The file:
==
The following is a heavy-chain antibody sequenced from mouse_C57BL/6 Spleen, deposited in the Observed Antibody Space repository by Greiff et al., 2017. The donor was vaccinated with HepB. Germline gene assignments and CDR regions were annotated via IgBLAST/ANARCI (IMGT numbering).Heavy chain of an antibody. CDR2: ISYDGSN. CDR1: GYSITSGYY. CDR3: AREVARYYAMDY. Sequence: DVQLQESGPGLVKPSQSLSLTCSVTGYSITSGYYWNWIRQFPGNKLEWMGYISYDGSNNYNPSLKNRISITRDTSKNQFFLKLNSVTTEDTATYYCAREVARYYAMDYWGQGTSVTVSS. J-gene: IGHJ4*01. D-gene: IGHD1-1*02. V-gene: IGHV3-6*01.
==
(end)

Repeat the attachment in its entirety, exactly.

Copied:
The following is a heavy-chain antibody sequenced from mouse_C57BL/6 Spleen, deposited in the Observed Antibody Space repository by Greiff et al., 2017. The donor was vaccinated with HepB. Germline gene assignments and CDR regions were annotated via IgBLAST/ANARCI (IMGT numbering).Heavy chain of an antibody. CDR2: ISYDGSN. CDR1: GYSITSGYY. CDR3: AREVARYYAMDY. Sequence: DVQLQESGPGLVKPSQSLSLTCSVTGYSITSGYYWNWIRQFPGNKLEWMGYISYDGSNNYNPSLKNRISITRDTSKNQFFLKLNSVTTEDTATYYCAREVARYYAMDYWGQGTSVTVSS. J-gene: IGHJ4*01. D-gene: IGHD1-1*02. V-gene: IGHV3-6*01.